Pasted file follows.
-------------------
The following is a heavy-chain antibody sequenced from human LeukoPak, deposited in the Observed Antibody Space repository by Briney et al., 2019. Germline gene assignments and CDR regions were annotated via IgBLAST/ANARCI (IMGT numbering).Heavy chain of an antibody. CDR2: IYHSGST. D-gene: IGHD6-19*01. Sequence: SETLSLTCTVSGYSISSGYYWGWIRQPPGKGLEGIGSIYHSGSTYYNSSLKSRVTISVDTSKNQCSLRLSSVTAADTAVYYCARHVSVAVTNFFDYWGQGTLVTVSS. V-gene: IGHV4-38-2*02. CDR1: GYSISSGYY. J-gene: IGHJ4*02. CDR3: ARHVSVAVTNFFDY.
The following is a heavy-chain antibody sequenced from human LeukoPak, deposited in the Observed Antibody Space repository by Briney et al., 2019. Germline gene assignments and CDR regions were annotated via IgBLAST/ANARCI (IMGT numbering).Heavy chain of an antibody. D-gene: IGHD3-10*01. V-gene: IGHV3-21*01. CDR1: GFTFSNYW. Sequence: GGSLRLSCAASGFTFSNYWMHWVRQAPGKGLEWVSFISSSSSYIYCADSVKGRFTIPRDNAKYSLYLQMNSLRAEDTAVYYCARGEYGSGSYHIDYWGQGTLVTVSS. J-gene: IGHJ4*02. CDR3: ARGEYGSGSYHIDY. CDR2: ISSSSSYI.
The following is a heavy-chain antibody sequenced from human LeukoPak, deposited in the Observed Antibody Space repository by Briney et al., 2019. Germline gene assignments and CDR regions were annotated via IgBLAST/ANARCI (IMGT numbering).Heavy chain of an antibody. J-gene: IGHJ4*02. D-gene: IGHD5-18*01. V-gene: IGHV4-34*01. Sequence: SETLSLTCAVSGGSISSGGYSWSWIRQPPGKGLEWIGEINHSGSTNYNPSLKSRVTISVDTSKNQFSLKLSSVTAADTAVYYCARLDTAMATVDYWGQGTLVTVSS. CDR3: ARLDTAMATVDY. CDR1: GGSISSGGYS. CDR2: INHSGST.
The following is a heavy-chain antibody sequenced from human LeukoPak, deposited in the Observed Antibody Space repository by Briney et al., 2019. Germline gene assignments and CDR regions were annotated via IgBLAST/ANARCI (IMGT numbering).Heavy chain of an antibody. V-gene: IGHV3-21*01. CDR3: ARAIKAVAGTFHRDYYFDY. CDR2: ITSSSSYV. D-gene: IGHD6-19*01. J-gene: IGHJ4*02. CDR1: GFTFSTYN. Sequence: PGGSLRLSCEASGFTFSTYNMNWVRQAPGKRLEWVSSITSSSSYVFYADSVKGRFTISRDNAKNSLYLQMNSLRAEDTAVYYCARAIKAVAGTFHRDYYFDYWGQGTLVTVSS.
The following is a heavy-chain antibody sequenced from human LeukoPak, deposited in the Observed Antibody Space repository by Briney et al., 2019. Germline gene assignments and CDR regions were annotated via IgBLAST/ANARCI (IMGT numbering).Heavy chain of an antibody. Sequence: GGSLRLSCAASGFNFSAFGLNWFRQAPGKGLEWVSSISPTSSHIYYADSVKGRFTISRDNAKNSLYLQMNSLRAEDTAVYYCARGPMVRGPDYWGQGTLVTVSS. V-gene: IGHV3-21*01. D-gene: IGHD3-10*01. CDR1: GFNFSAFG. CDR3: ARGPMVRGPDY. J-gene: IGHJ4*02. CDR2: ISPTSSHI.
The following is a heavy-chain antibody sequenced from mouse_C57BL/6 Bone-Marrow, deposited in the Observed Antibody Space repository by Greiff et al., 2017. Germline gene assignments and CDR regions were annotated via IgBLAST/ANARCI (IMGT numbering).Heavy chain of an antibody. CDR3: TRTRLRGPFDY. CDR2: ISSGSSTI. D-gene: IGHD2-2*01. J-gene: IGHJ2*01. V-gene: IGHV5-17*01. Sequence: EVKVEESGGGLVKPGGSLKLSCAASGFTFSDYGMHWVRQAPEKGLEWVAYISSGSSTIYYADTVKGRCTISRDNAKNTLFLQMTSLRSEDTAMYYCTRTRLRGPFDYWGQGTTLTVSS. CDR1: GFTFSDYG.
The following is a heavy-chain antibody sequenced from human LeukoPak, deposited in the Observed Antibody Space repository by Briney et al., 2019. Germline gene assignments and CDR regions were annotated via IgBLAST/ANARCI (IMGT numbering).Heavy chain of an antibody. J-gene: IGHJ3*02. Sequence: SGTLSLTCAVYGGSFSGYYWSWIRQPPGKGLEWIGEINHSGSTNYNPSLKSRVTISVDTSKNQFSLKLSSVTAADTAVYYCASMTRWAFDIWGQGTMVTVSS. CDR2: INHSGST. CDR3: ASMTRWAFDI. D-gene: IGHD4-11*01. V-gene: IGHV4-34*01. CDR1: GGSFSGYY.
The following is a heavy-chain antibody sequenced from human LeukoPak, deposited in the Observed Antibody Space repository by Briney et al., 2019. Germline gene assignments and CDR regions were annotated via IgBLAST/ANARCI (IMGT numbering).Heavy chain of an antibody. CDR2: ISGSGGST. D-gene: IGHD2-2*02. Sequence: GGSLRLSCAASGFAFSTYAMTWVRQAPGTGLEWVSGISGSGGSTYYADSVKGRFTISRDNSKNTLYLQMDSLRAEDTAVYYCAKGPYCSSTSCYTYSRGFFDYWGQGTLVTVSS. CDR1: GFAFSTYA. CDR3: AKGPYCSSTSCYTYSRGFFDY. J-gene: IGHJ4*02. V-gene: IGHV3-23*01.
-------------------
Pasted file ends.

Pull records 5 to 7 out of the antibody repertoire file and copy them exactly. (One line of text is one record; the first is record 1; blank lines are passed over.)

The following is a heavy-chain antibody sequenced from human LeukoPak, deposited in the Observed Antibody Space repository by Briney et al., 2019. Germline gene assignments and CDR regions were annotated via IgBLAST/ANARCI (IMGT numbering).Heavy chain of an antibody. Sequence: GGSLRLSCAASGFNFSAFGLNWFRQAPGKGLEWVSSISPTSSHIYYADSVKGRFTISRDNAKNSLYLQMNSLRAEDTAVYYCARGPMVRGPDYWGQGTLVTVSS. V-gene: IGHV3-21*01. D-gene: IGHD3-10*01. CDR1: GFNFSAFG. CDR3: ARGPMVRGPDY. J-gene: IGHJ4*02. CDR2: ISPTSSHI.
The following is a heavy-chain antibody sequenced from mouse_C57BL/6 Bone-Marrow, deposited in the Observed Antibody Space repository by Greiff et al., 2017. Germline gene assignments and CDR regions were annotated via IgBLAST/ANARCI (IMGT numbering).Heavy chain of an antibody. CDR3: TRTRLRGPFDY. CDR2: ISSGSSTI. D-gene: IGHD2-2*01. J-gene: IGHJ2*01. V-gene: IGHV5-17*01. Sequence: EVKVEESGGGLVKPGGSLKLSCAASGFTFSDYGMHWVRQAPEKGLEWVAYISSGSSTIYYADTVKGRCTISRDNAKNTLFLQMTSLRSEDTAMYYCTRTRLRGPFDYWGQGTTLTVSS. CDR1: GFTFSDYG.
The following is a heavy-chain antibody sequenced from human LeukoPak, deposited in the Observed Antibody Space repository by Briney et al., 2019. Germline gene assignments and CDR regions were annotated via IgBLAST/ANARCI (IMGT numbering).Heavy chain of an antibody. J-gene: IGHJ3*02. Sequence: SGTLSLTCAVYGGSFSGYYWSWIRQPPGKGLEWIGEINHSGSTNYNPSLKSRVTISVDTSKNQFSLKLSSVTAADTAVYYCASMTRWAFDIWGQGTMVTVSS. CDR2: INHSGST. CDR3: ASMTRWAFDI. D-gene: IGHD4-11*01. V-gene: IGHV4-34*01. CDR1: GGSFSGYY.